Why a critique group

Joe’s Blog #25

How many of us are part of a critique group?

critEver since I started getting serious about my writing, I’ve been a part of a critique group. Why? It’s made me a better writer. It’s that simple. So here’s why anyone not in one might want to consider being in one. A good one.

1) It’s way cheaper than paying a book doctor or so-called editor to look over your manuscript. For the cost of a few coffees for everyone, maybe a donut or two, you can get great feedback on what works and what doesn’t. (Though, in my group, we get to eat all sorts of amazing food and drink, but this may not be the norm.)

2) They can help spot things you’ll never see. “Joe, did you realize you just used the word ‘nipple’ 32 times on page 212?”

3) They ensure your characters don’t go off script. “So how, for the love of God, could Lou, who has just found love again, who is in the process of rebuilding his life, who clearly is moving forward, suddenly up and decide to go on a suicide mission? Why? Tell me, why, dammit?” (The cool thing here is that I created a character they loved, the bad thing was I made him do something out of character without a better explanation.)

vision-try-to-look-at-things-from-a-different-perspective4) They can give you a perspective you just don’t have. “Ok, you used ‘totally’ way too much in you YA novel. No one talks like that anymore.” Hello!

5) They can give you great ideas. “What if you made the woman at the airfield younger, prettier? What if she secretly loves him?”

6) They can help you fine tune the technical aspects of your writing. “You need a hook out of this chapter.” “You’re using passive language.” “You should stop writing in crayon.”

7) They can help with spelling and grammar. The kind of mistakes you feel silly making. “It’s H-A-N-G-A-R, not hanger!!!”

8) They can point out the things that work. And here’s one of the things that makes a good group, in my opinion. It’s all too easy to tear something down, to rip a writer to shreds. I’ve had it done. It’s like having your baby mauled by a zombie. But if you get a group that can also focus on the positive, that’s gold. “The details are fantastic, it’s like I’m there in Hawaii in the 1930’s.”  “Who knew lighted intersections were not the norm. So cool.”

9) They force you to write. Trust me, no one wants to show up at a session without writing.

10) Last, but not (as they say) least, they provide support. Hey, every one of the writers is going through the same thing, battling the same demons, struggling with the same problems. It’s nice to be able to meet with people who understand what it’s like to agonize over a name or spend hours trying to fix a problem with an imaginary character.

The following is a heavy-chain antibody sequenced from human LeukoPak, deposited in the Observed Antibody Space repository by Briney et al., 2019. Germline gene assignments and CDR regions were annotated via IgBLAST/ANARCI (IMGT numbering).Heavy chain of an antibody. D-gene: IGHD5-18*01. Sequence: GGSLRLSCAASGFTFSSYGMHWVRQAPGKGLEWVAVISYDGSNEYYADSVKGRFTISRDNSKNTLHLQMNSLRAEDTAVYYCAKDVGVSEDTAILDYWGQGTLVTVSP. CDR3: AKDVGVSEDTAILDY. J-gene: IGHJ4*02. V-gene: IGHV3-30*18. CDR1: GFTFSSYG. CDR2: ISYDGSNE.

Me? I’m glad to have had some great groups. Each one has helped me become a better writer and, one day, when I finally get published, they can all take a little credit.

I can’t wait to meet back up with my current group.

For other perspectives, check out these links. 10 Benefits of Joining a Writing Group. Benefits of Writing Groups. The Benefits of Joining a Writer’s Group.

Queries Sent: 0 (Ok, somebody shoot me.)

Rejections: 1 (grand total, not this week)

People Currently Critiquing My YA Book: 2

11 thoughts on “Why a critique group

    • Yeah, I kinda got inside my head on the whole query thing, Bev. I kept rewriting it and rewriting it in hopes of making it perfect. And yet, somewhere in that dark part of my brain, I knew it could be never perfect.
      I’ll get some more out tomorrow. 🙂

  1. I’ve alway avoided writer’s groups, being both a loner and an ill-tempered old bastard. But you’ve reinforced some things that Silk told me, and I think there’s a writer’s group in my town, so I’m going to seek it out and hope it works for me (and I for them).

  2. I’m a big fan of Writers groups – I think they are the single best tool a writer can have.

    I’m a member of an online one that is quite good – It’s not like the usual online circles, where everyone posts a variation of ‘Nice story, you can find mine at X’ – We dish out very detailed critiques when we have the time, and there is all sorts of discussion related to writing – and everything else. It’s more of a community than anything else. Not only can you get a lot of feedback, but critiquing others teaches you a lot about writing itself.

    I’ve been meaning to attend a meeting of my uni writing club, but I always talk myself out of it. The first one of the year was today, and I didn’t go because I had no classes on today. Next week, I have one on a Friday, so I’ll check it out.

    • If you do get a chance to make that meeting with your writing club, I think it would be great. It took me a while to find a good group of people, but it all started with going to that first meeting. Good luck!

  3. Pingback: Your honest opinion please | Fifty Shades of Tribute - Sasha Cameron

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